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Robotic Pets for People with Dementia: Are we Barking up the Wrong Tree?
I recently read a social care report about the increasing use of robotic technology in health care. The report highlighted that people with dementia found Alexa’s voice confusing and even distressing when it was set up to remind them to take medication. Even a simple call system can be confusing with one lady pressing the button when she wanted a coffee. It raised concerns about taking away human contact and entrusting aspects of physical and emotional care to robots. This got me thinking about the increasing use of robotic pets as therapy for people with dementia. Is there a role for them?
They seem to be appearing more and more in care homes and although some of them seem a bit creepy to me (rigid and lifeless like a piece of taxidermy) there is no doubt that some people form an attachment and do benefit from them. The first one I ever saw was 20 years ago while working on a hospital ward. It was a very endearing teddy whose tummy moved up and down as he snored. He commanded a lot of attention from nurses and visitors so as well as providing comfort and distraction for his owner (an elderly lady with dementia) he also increased social contact as people came to admire and stroke him. These automated furry friends are improving all the time and becoming more interactive. Some of them have a heartbeat you can feel and respond to calls and whistles by turning their head or wagging their tail. The most high-tech one that I have read about, but not got my hands on, is a furry seal that looks like a child’s toy but is full of clever technology, including 5 sensors to detect touch, light, sound, temperature and posture. It responds to being petted and to its name and greetings. Studies have shown that this biofeedback can reduce anxiety and even the use of pain medication.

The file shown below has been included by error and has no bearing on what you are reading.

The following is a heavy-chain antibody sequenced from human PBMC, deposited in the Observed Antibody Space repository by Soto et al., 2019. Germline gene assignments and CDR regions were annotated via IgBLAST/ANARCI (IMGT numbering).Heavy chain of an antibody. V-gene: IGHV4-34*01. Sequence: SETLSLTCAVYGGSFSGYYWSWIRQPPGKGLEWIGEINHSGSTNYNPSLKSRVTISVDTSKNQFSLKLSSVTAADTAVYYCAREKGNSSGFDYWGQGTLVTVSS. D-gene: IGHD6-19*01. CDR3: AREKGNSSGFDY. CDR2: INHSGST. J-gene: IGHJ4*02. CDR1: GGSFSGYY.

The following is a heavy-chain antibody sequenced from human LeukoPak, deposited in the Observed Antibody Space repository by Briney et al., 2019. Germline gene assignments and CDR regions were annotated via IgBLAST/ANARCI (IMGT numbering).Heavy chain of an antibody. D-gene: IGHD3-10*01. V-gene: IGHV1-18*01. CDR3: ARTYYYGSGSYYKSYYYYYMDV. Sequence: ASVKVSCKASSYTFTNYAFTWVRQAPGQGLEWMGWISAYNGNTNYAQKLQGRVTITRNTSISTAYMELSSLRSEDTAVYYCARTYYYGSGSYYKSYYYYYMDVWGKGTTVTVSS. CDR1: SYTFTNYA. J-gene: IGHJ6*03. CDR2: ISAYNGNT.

They can be effective for providing companionship and fun, reducing anxiety but are they better than real pets? They don’t need taking for walk, there’s no vets bills, you don’t need poo bags and you don’t have to feed them. Although I have seen people try to feed them and then there is the problem of trying to sneak them away to wash them.
However good the technology is, there is no spontaneity with a robotic pet and people need varied stimulation to keep hem interested. A real dog will spontaneously lick someone’s hand or put its head in their lap in response to an emotional cue.
Robotic pets can be very expensive, but there can still be some benefit to using traditional soft toys or dolls as therapy to ease anxiety or provide companionship, particularly the ones that are softer and more lifelike. The weight and warmth of a hot water bottle to cuddle can be comforting to someone in the later stages of dementia or a bean bag cushion with a furry cover can provide tactile stimulation.
Robotic pets and gadgets should never replace human contact but perhaps they have a place if used carefully and benefits what we already have.
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